At the end of the line appeared a farmer, dressed in the clothes of his trade. He, too, presented himself before the minister.

         “What is your request?” asked the minister, while the general and other officials crowded around him.

         The farmer trembled momentarily, moved back and bowed low to the minister. “I have a letter to give to Your Honor,” he replied.

         With that, he gave the minister a sealed envelope. The minister opened the envelope and looked at it with amazement.

         “Why, this is only a blank piece of paper!” he exclaimed. “It contains no writing whatsoever.”

         The farmer took the paper, looked at it and cried aloud, “Woe is me! This letter wanted privacy, and now the letter flew away. If Your Honor will have patience I will look for the words and put them back onto the sheet.”

         With that, he fell on his knees and began to search the floor. Everyone crowded around him watching the spectacle. After a while, he rose and began to cry, “Your Honor,” he wailed, “what can I now tell the people who sent me? All is lost. Apparently the words were too shy when they saw such a crowd and they disappeared.”

         The general looked at the man and began to laugh. “Must be some lunatic,” he mused to himself.

Seeks Privacy

         But the minister caught the farmer’s eye and then announced in an authoritative voice: “Come with me to my private chamber!”

         Leaving everyone standing in the main hall, the minister led the farmer to a private room. “I see through your act,” the minister said. “I realize you wanted privacy. What it is all about?”

         “May you be blessed,” answered the farmer. “You are as brilliant as they say. I am a Jew, and the Jewish community of this town has sent me. The general, who is an enemy of the Jews, would not permit us to come see you.”  Then he gave him another letter, which listed all the evils that the general had done to them.

         “I was wondering why no Jews appeared to welcome me at this reception,” said the minister. “When I questioned the general about this, he told me that the Jews were too busy cheating and stealing money to bother to come here.”

         The farmer, who was Nachumka, then told the minister how the Jews were being used by the general to fill his own coffers. How he imposed taxes, which were never turned over to the queen’s treasury, presenting the minister with documented evidence.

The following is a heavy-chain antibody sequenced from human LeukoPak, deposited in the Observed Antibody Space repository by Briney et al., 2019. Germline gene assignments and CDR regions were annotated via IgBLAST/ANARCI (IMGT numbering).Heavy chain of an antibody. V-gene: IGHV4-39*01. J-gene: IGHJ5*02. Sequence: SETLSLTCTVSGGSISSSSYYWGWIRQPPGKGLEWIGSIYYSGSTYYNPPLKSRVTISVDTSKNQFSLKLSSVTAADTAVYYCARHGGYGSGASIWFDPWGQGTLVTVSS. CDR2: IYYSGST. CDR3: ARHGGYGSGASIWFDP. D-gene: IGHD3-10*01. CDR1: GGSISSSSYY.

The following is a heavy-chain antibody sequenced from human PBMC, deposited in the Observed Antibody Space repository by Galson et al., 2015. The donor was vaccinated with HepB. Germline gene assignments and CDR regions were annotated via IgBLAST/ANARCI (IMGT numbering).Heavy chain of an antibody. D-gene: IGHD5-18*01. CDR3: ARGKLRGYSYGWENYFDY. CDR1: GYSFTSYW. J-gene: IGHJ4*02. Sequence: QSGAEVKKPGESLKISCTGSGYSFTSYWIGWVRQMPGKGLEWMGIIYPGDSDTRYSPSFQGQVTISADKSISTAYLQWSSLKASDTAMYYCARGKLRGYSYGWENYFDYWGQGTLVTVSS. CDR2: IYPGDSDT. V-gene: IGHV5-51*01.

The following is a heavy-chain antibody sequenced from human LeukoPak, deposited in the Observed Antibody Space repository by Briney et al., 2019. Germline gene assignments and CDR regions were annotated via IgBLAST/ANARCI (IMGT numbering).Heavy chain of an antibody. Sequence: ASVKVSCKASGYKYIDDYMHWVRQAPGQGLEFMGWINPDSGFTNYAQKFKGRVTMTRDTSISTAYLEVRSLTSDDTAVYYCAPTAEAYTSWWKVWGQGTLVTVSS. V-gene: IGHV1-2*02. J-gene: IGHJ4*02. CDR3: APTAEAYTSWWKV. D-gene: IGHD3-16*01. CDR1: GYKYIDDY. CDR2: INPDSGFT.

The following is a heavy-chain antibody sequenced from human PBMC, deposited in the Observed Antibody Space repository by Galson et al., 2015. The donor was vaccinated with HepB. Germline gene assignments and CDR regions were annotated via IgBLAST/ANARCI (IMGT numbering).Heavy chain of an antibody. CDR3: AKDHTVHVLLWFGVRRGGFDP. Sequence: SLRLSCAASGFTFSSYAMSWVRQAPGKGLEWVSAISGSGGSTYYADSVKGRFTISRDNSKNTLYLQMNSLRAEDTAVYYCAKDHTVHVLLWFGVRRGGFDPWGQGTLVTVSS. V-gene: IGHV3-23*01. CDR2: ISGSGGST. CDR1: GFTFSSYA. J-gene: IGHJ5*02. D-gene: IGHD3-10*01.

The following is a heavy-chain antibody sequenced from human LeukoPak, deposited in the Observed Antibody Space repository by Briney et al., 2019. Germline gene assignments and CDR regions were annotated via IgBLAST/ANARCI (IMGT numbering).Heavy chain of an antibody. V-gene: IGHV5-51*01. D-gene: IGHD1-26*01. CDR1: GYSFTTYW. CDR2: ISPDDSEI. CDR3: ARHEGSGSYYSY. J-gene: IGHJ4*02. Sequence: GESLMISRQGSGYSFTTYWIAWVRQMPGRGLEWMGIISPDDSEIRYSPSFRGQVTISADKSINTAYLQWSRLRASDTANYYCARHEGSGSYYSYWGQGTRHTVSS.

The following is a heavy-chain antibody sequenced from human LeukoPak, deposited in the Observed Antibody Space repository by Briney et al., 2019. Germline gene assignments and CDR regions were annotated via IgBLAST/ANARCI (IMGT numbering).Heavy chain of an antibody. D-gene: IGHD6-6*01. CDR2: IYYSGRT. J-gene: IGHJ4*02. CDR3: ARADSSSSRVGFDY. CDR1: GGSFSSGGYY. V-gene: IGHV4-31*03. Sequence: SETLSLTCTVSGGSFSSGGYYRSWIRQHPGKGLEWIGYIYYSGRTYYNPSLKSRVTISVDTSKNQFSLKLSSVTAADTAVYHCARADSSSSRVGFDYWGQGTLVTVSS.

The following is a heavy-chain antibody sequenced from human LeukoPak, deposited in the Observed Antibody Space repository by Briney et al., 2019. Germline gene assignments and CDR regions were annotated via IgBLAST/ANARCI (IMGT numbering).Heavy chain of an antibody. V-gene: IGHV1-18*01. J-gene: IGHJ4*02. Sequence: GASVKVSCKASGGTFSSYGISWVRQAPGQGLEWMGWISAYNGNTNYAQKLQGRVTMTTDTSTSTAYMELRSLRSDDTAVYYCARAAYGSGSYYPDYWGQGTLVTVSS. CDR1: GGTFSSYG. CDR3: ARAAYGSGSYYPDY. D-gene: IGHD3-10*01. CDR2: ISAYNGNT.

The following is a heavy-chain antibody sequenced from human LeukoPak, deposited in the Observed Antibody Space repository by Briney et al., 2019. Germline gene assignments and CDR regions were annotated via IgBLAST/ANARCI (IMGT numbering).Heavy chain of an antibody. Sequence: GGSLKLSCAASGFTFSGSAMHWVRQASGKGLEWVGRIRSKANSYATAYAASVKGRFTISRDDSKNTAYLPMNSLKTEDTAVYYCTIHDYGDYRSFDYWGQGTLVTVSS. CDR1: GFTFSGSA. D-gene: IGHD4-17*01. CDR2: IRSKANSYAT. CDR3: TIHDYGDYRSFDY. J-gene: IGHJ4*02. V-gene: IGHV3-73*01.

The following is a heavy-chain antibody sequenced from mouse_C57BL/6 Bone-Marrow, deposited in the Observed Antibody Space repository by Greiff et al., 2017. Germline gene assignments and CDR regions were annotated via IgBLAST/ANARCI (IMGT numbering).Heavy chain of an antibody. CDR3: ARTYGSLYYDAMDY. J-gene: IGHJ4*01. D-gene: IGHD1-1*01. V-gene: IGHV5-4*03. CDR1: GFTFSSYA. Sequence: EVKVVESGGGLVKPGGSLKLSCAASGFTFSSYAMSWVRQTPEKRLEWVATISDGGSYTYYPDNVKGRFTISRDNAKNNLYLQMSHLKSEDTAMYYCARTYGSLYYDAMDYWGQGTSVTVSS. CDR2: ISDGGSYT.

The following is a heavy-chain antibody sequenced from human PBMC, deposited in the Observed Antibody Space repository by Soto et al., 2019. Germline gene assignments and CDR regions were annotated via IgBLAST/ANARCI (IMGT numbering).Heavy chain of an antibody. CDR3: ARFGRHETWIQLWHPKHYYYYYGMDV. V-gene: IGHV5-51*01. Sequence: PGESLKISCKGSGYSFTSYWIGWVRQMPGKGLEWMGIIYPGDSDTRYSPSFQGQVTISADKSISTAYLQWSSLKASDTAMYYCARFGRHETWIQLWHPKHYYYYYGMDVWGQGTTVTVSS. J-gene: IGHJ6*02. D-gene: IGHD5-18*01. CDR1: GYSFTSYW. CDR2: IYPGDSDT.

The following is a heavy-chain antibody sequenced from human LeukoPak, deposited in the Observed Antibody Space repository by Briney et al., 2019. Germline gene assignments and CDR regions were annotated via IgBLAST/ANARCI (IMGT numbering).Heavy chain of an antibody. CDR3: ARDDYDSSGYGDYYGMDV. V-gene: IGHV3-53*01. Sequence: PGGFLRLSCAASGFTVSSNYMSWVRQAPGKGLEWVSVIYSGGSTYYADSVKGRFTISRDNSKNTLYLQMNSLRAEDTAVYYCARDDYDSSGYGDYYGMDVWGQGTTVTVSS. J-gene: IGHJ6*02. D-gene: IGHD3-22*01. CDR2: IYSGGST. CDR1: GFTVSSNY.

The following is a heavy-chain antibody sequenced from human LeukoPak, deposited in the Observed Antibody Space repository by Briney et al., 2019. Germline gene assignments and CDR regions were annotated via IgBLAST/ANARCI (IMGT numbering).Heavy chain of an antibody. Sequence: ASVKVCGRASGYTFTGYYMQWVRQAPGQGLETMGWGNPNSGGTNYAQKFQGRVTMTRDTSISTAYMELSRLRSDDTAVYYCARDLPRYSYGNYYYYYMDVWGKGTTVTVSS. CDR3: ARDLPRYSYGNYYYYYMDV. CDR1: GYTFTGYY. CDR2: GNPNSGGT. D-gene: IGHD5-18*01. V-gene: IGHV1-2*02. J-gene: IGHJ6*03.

The minister took all the letters and evidence and said, “You are a wise person to see me privately, for the general would have surely killed you if he saw what you are giving me. Be assured that this will receive speedy action.”

         The following morning the minister departed. A few days later the general was summoned to the Royal Palace, exiled and placed in charge of a small village in Siberia.

         The Jews of that city celebrated the event and blessed G-d for saving them from the evil clutches of another Haman. Every Jew in Russia revered the name of Nachumka the Jester and, if asked, could explain why a jester has a high place in Gan Eden.

Rabbi Sholom Klass

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  1. I am going to be a crank and say I always look askance at all the poor heroes in shtetl stories. Why were there so many, why weren’t they taken care of helped to help themselves. And why oh why were there always so Many poor shamashes, the fellows who took care of the schuls?

  2. Ed Karesky says:

    There were so many poor in the shtetls because by and large that was the condition of the Jews in Czarist Russia, most of whom were required to live in the Pale. As a rule, they had limited access to secular higher education and were restricted from many trades. I thought you would know that Shtetl life was precarious for Russian Jewry and tales like this were often designed to give people hope as well as moral guidance. As for why there were so many poor shamashes, did it ever occur to you that perhaps that was how the community helped poor men with little means to support themselves and their families, by giving them the job of a shamash in the local shul?

  3. Great story, Rabbi. Nachumka is my new hero. And they called him a fool and a failure? Now I don't feel so bad when one of my jokes bombs and somebody calls me an idiot when they didn't get the joke, because if I can get just one person to smile or laugh, I'll gladly play the fool. Oh, and for you guys still banging on Nachumka for being "poor", don't kid yourselves. If he brought laughter happiness and peace to those around him, he was far better off than any stick-in-the-mud with a million dollars. Very few funny people are actually fools – they just don't want to live in a world full of frowns and angry clowns. Peace and laughter make them more comfortable than a cold silence or an awkward pause. Blessed be the fools.

    Mr. T should not pity them – he should praise them.